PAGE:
Tag Archives: vintage

  • Remember the bench seat? Forget it, because it's gone next year

    1963 Chevrolet Impala Sport Sedan (Photo courtesy General Motors)

    I remember my family piling into my mom's 1963 Oldsmobile 98, with its huge bench seats covered in plastic! Both the front and back seats were benches, so you could fit up to 6 people in the car. Most cars had benches back then, with only sporty cars featuring the much cooler bucket seats.

    Now bench seats will be only a fond memory, as GM has announced that it will no longer offer the bench seat option on 2014 and later Chevrolet Impalas.

    Perhaps you didn’t even realize that any manufacturer was still putting bench seats into their passenger cars...evidently even some Impala buyers were unaware of that, since just 10% of purchasers chose the 3-passenger bench option.

    So those benches will be gone from passenger cars starting next year, but if you'd like to relive the memories of one writer who understood what the bench seats meant to teenagers, check out the Wastegate Blog here.

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  • How to Build Custom Cafe Racer Motorcycle Handlebars

    I've had my hands full with my four wheeled projects lately and I haven't been giving my little "cafe" motorcycle; a DKW RT125 much attention. I recently decided to build a set of clubman style drop bars for it. My problem with off the shelf parts are that I usually end up modifying them or they just aren't quite exactly what I want for my projects. I decided rather than wasting $100 or more on a set of bars I may not like the dimensions of, I'd build my own from scratch. Below is the cliff-notes version of the build. Hopefully this can give you some guidelines to follow on your own build.

    Above you can see the riding position on the bike with the original handlebars and the custom seat we made in the last tech series.

    I started by taking some 1/2" round steel bar and bending two identical halves into a rough shape that I liked and welding them together in the center. I took dimensions from some other bars that I liked and tweaked them to my liking. I decided that I wanted a pretty aggressive drop and a slight sweep forward to get into a sportier riding positon. This concept is the same basic way I'd be building the real bars.

    We started with 7/8" DOM tubing for the bars. DOM tubing is a seamless piece of tubing and is the strongest option for making something structural like a set of bars for your bike. DO NOT skimp and try to use thin conduit or anything like that, you're putting yourself and others at risk! We then took a piece of TIG filler wire and recreated the first bend in the tubing we needed from our round bar template. This allowed us to use the filler rod as a guide when we were making the first bend. We marked out the length of material the bend would take up and set the tubing with the starting line at the center point of the bottom roller in the Eastwood Pro Former Tubing Bender. We then pumped and bent the tubing until it was just a little further than the bend we needed on the TIG rod guide to combat the spring-back of the metal when the pressure was relieved.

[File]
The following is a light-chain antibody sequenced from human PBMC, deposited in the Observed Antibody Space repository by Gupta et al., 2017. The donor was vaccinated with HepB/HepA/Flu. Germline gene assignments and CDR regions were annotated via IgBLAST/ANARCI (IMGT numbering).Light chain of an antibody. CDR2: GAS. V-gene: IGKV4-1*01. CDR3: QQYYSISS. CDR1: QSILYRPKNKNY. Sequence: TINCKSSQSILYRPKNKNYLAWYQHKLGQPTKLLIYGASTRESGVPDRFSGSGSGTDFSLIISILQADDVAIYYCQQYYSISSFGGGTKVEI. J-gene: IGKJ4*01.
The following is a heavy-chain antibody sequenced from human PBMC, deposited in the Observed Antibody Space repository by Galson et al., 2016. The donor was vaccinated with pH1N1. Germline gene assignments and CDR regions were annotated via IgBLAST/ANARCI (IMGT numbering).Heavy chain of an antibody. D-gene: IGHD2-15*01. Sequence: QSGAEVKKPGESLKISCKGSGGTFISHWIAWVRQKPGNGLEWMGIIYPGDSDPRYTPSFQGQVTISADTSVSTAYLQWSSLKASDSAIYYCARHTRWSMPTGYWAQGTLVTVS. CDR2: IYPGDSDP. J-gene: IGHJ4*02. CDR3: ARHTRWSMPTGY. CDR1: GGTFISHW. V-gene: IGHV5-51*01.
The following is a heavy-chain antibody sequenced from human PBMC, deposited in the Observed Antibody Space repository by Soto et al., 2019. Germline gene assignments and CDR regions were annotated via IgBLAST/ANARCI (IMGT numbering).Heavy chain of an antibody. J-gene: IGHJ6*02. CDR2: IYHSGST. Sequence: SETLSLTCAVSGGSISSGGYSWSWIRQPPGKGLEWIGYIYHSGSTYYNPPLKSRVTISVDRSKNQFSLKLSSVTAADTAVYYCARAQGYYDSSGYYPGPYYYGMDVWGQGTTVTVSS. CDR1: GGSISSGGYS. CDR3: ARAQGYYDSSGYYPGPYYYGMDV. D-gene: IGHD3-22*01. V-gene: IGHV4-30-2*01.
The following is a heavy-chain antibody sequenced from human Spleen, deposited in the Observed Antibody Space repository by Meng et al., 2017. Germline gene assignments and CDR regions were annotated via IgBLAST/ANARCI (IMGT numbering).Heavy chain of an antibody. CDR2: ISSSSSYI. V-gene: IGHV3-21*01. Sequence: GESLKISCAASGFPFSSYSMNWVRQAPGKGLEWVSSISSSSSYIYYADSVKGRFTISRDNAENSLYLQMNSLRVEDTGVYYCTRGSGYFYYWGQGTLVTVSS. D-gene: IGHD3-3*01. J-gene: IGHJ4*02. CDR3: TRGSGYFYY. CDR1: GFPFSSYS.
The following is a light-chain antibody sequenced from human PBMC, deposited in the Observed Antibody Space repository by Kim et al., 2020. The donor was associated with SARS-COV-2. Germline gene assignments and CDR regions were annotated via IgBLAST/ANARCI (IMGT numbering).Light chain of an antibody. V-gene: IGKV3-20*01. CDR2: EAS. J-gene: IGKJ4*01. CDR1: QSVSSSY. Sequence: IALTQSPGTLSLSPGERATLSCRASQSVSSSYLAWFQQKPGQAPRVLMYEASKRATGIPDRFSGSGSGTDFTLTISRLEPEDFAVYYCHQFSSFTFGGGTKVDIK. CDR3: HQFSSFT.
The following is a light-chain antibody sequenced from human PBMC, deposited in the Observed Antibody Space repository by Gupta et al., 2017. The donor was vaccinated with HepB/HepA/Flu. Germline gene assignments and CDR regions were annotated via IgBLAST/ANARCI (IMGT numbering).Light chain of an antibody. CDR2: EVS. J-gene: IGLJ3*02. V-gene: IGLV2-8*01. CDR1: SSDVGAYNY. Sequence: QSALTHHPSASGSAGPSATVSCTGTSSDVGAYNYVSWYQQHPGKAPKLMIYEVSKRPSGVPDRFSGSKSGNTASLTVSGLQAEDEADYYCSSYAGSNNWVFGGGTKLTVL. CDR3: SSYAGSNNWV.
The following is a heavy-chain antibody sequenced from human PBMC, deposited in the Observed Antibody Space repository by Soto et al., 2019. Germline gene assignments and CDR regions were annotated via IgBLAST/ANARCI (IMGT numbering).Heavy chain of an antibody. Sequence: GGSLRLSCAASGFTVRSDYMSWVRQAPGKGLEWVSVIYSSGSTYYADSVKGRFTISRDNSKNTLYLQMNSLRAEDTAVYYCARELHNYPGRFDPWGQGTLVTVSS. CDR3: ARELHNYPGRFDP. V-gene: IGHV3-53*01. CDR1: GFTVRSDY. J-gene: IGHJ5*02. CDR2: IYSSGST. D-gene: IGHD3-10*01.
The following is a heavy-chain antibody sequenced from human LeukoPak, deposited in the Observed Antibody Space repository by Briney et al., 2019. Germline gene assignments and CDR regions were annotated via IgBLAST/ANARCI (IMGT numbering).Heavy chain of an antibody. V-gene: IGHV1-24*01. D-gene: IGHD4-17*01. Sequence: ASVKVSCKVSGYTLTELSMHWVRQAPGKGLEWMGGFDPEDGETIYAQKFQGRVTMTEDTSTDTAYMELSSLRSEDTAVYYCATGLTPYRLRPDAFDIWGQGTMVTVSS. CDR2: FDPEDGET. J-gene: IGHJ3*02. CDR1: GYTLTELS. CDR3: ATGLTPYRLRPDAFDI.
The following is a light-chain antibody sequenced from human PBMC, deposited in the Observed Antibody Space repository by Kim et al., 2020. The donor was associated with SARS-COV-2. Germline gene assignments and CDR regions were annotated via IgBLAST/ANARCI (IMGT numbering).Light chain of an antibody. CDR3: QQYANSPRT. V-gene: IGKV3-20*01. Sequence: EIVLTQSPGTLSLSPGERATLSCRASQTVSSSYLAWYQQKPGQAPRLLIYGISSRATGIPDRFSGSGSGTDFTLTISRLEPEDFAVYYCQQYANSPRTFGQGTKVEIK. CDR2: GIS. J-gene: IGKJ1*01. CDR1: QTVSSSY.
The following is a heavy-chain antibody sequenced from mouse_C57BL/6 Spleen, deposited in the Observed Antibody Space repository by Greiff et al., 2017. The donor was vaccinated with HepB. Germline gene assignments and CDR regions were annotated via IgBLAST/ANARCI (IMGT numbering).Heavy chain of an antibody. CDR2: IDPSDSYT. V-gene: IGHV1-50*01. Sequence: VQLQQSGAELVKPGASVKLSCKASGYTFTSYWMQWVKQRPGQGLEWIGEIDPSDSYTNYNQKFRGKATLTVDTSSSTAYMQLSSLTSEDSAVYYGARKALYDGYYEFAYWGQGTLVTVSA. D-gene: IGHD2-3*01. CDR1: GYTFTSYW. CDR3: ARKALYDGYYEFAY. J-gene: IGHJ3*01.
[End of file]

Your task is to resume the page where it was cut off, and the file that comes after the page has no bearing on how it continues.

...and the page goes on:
Once we had our first bend we slide the tubing into the stem and checked to make sure that it had the drop I wanted. Here you can put the tubing back in the bender to tweak it a little further if need be. We then marked out the length and center of the next bend to give us the first half of the bars. Depending how close your next bend is to the first you may need to spin the tubing around and come from the opposite direction as the first bend (just remember which way you want to bend!). At this point you also need to make sure that the tubing is set so that your next bend is parallel to the first bend. If you want some slight forward or backwards rake to the bars you could make this second bend just a little off from parallel, but it's tough to replicate multiple times. Again I bent the tubing to match our guide and we test fit it again to make sure that the we had the shape we were looking for. This is where you can stand back, squint your one eye shut and get an idea of what your bars will look like. Take a break, grab a snack, crack open a drink and get ready for the tricky part of this project next.

    This is where it gets tricky and I'll admit I ruined some material and had to start over a couple times. When you begin marking out your next bends they need to be perfect to allow for them to match AND you need to make sure all bends are parallel. With a good measurements, a helper to keep it all straight, and a little bit of luck, you could make a set of bars out of one piece of material. I decided after a couple attempts to make the bars out of 2 separate pieces and then sleeve, and weld them together. This also allowed me to keep my bends as close to the side of the forks as possible since I could trim them to size. I chose to shave down a piece of tubing that slipped inside the 2 pieces we bent and used the MIG 175 to join them with a plug welds, followed by butt welds with the TIG 200 DC . I left a gap so that I could get the TIG torch into the gap and melt the inner sleeve to the bars and also enough room to add filler to make it a seamless joint.

    After I had the pieces welded together I test fit them on the bike and marked out where the levers, throttle, and grips would sit. With everything marked out I could cut the extra length off of the bars. For most modern bikes the throttle is all one piece and you can just slip it over the bars and fix it in place. On my bike I needed to cut a seat for the throttle slide to sit in (the little aluminum parts seen in the pics above).

    With the bars welded and cut to length, I installed my throttle, grips and levers. The final look is exactly as I wanted and the riding position is how I wanted it. The bars still allow for full turning radius and fit me pretty well, so I'm pretty happy with them. Now that the bike is just about how I want it to look I can button up some mechanical repairs the bike needs and then make a small rear bobbed fender and the bike is ready for the road! Stay tuned, I'll show you how to build a simple rear fender for your bobber or cafe racer from scratch with Eastwood Tools next!

    -Matt/EW

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  • Nick C., Sr. Content & Engagement Marketing Manager- What Makes Us Tick

    My favorite Eastwood product is the powder coat system. When I came to Eastwood (I started out by doing my Penn State internship at Eastwood), I worked with the HotCoat Powder Coating Division. After Mark R. showed me the basics and benefits of powder coating, I was hooked. I’ve powder coated everything from hood hinges, carburetors, VW engine tins, to the gas tank for my ’62 Bug.  Click Here To Read Full Post...
  • Firewall Fabrication and Some Packard Donor Parts